A good question. Generally speaking there are very very few limitations on free speech, even if the views expressed are awful.

Consider the case of a Holocaust denier. People who claim the Holocaust did not happen are not just wrong, but are spouting a racist lie. They tend to be pretty awful people who attack Jewish people in every speech or article written. There is, of course, no shortage of evidence to refute their claims, should one choose to do so. (I tend to ignore them. I also agree with Chomsky that to even enter into the discussion with a holocaust denier is to lose one’s humanity.)

So the holocaust denier says awful lies. Should their speech be protected? Yes. Because the solution to bad speech is more, better speech, not giving the state the power to silence someone because what they say is awful or offensive. We ought not give the state the power to silence those who question “truth”, even when the evidence is totally against them.

Also, as I noted, it is easy to be for free speech when the speech in question is what you like. You have to be in favour of free speech for the views you dislike, or you are not in favour of free speech.

So where, then, are the limits? This is essentially what you are asking. Can anyone say anything at anytime? Is everything said by the goons at Dalhousie U to be considered free speech?

The limit is generally drawn if through your speech you are making a threat to harm others, or cause others to be harmed. The classic example is being in a crowded theater and shouting “FIRE” when there is no fire. People could get hurt in the resulting stampede. So that is not protected as free speech. The police in Canada could charge the speaker with mischief. Similarly, if I were to say “we should kill everyone with blue eyes”, that could also be said to be speech that is not protected because I am threatening or inciting hatred or violence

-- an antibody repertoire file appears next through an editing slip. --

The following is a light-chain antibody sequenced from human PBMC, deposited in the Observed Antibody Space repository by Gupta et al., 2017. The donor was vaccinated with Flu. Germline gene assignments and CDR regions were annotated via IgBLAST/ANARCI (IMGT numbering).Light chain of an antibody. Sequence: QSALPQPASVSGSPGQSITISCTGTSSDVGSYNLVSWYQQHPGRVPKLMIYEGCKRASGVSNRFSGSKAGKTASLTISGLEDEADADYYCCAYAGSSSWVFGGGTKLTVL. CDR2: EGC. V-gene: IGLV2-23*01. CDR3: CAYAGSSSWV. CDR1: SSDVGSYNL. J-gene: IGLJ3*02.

In the case of DU, as I understand it, there is some debate over whether what these students said on their facebook group etc is protected as free speech. My own view of it at present is that while some of it may well be protected, as awful as it is, much of it could be viewed as inciting violence against women, and therefore not protected. From my point of view the guy who says “I hate women” is protected. He is a jerk but he is protected. The guy who says “We should drug and rape women” is inciting violence in this context, and therefore his speech is not protected.

This incident stands on the fuzzy line between what is free speech and what is not. I am not sure where the courts will go on this.

I get feedback: Creationist logic edition

- July 23rd, 2014

Greetings heathens, zealots, web denizens and the rest of you!

So apparently my column on the nature of science reporting has some creationists all tied up into knots.
The thrust of my piece was new BBC guidelines for its reporters that insists when reporting science that journalists actually report, you know, science. Creationists do not like this idea much because they want their particular origin myth to be factually true. It’s a line of reasoning that says if their version of the creation myth isn’t true, then nothing in the Bible is true, and their entire universe will collapse.

Of course, creationism isn’t science, has no scientific evidence, creationists produce no research and have discovered nothing. Which isn’t surprising, since religion isn’t science.

Doesn’t stop some of them from trying to claim it is. Take Herman Hunter of Niagara Falls, for  instance, who writes: